#2: Low-Volume Stocks
Penny stocks and microcaps (the stocks most commonly characterized by low volume) can be rewarding if you buy them at the right time and make big profits. But they also can bankrupt you with their volatility.
The nature of these small stocks means a little buying pressure goes a long way, and simply placing a buy or sell order can cause these companies to soar or crash. That means they can move big on news — or move big on no news at all, which makes them prime targets for pump-and-dump artists trying to drive up the price through unscrupulous tactics.
I have written extensively on inherent problems to penny stocks and microcaps that trade over-the-counter and on the pink sheets (see this post about microcap risks, this post about low volume and this post about penny stock scammers).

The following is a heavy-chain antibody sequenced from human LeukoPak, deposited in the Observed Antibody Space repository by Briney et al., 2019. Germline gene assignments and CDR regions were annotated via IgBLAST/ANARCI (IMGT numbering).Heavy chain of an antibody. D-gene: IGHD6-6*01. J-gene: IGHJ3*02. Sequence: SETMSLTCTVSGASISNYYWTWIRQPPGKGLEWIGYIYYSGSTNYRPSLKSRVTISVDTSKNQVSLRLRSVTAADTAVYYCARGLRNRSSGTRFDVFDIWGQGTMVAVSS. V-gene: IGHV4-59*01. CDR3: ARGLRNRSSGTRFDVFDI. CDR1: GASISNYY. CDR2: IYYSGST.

I highly recommend never buying a stock with a volume of less than 100,000 shares daily or a market cap of under $500 million. There are exceptions, of course, but this is a good rule of thumb to avoid this ugly part of town and steer clear of pickpockets.
If you must trade low-volume stocks, always use a limit order to protect your entry price and sell price. And if you are buying a significant amount, consider distributing your transaction over a few days or weeks instead of moving the market with one big order.